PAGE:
In a report released in 2017, the International Renewable Energy Agency noted the archipelagic nature of the Philippines makes providing electricity in many isolated islands and remote communities a challenge.

“Diesel mini-grids are mainly used to provide limited electricity supply in these areas,” it said.

Solution to Palawan’s energy crisis

Many residents of Puerto Princesa consider the entry of the microgrid project in the locality as a solution to the looming energy crisis in the province.

Electric consumers in Puerto Princesa and the municipalities in Palawan have been experiencing frequent power outages, which affect the daily lives of residents and hurt the local economy.

A microgrid project similar to SREC is seen to potentially solve Palawan’s energy crisis as it will provide reliable power to consumers with very minimal possibility of power outages.

During her visit to the Philippines in November, United States Vice President Kamala Harris talked about the potential investment deals that will help the Philippines in expanding its use of renewable energy and its possible contribution to job generation.

Puerto Princesa is one of the cities assisted by the United States Agency for International Development through its Energy Secure Philippines (ESP) project. It is a P1.6-B initiative that aims to promote clean energy and support climate mitigation goals.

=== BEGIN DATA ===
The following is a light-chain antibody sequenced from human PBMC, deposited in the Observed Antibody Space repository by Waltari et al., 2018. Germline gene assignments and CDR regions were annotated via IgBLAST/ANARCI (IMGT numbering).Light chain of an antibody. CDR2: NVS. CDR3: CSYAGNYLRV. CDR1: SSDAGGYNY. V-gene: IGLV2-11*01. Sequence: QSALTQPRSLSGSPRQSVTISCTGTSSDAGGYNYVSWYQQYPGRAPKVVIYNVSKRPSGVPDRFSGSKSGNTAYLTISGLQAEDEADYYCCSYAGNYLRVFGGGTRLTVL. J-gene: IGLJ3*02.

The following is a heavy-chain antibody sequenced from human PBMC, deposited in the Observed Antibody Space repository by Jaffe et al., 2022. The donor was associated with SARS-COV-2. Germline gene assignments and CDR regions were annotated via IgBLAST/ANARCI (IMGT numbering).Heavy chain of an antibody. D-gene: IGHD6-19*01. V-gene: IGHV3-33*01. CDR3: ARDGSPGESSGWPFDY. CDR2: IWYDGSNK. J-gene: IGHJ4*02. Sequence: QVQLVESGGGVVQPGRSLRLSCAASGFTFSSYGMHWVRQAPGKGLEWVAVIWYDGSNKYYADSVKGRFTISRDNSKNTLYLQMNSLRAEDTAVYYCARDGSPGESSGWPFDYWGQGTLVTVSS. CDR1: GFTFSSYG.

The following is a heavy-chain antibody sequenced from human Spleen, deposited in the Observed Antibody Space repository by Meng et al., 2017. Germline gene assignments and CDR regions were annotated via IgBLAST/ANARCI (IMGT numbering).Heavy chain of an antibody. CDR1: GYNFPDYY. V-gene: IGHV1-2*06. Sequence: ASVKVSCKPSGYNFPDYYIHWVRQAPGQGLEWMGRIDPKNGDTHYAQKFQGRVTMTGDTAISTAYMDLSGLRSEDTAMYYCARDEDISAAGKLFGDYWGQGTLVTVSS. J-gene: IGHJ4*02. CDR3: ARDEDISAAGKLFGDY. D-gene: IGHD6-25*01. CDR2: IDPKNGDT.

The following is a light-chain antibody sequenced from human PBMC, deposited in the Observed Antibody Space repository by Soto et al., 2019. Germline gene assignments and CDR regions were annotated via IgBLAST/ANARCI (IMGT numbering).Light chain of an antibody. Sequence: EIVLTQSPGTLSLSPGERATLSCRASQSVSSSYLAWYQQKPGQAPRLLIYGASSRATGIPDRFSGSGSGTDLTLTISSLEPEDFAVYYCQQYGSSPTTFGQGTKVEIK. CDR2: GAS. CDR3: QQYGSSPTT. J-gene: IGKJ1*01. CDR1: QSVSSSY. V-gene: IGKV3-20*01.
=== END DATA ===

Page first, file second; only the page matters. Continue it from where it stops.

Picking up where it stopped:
But USAID ESP’s Policy and Legal Specialist Atty. Joel Villalon said Puerto Princesa should also enact its local energy code to attract potential investors for other renewable energy projects.

It should also promote and regulate the development of conventional, alternative, renewable and other energy resources, and implement energy efficiency and conservation measures.

Need for reliable, environment-friendly power

Felizardo Cayatoc, officer-in-charge of Palawan’s Provincial Environment and Natural Resources Office, said that both solar and hydropower are suitable to meet the province’s need for reliable, cheaper, and environment-friendly power supply. Palawan is considered the country’s last ecological frontier.

“What we need here are solar and hydropower, which are renewable energies,” he said.

According to a July 2022 report of think tank Ember, the demand for electricity in Southeast Asia grew to 22% from 2015 to 2021. However, clean power generation only met 39% of the region’s rise in electricity demand in the same period. In the Philippines, 12% of the increase in electricity demand was met by clean sources.

Cayatoc noted that the rising cost of fuel used in other modes of power generation makes renewable energy projects viable and acceptable in the province.

“Crude oil is so expensive. Generator sets also use crude oil. In renewable energy, power is cheap since it is sourced from the sun,” he said.

Cayatoc added that microgrids will help fill the needs of the residents in the island-towns if established and operated in these non-energized parts of Palawan.

The first solar microgrid in the country operated in a tourist destination in Puerto Princesa, Palawan is proof that electrification even in geographically isolated areas is possible.


This article is sponsored by the Rosa Luxemburg Stiftung Manila with funds of the Federal Ministry for Economic Cooperation and Development of the Federal Republic of Germany.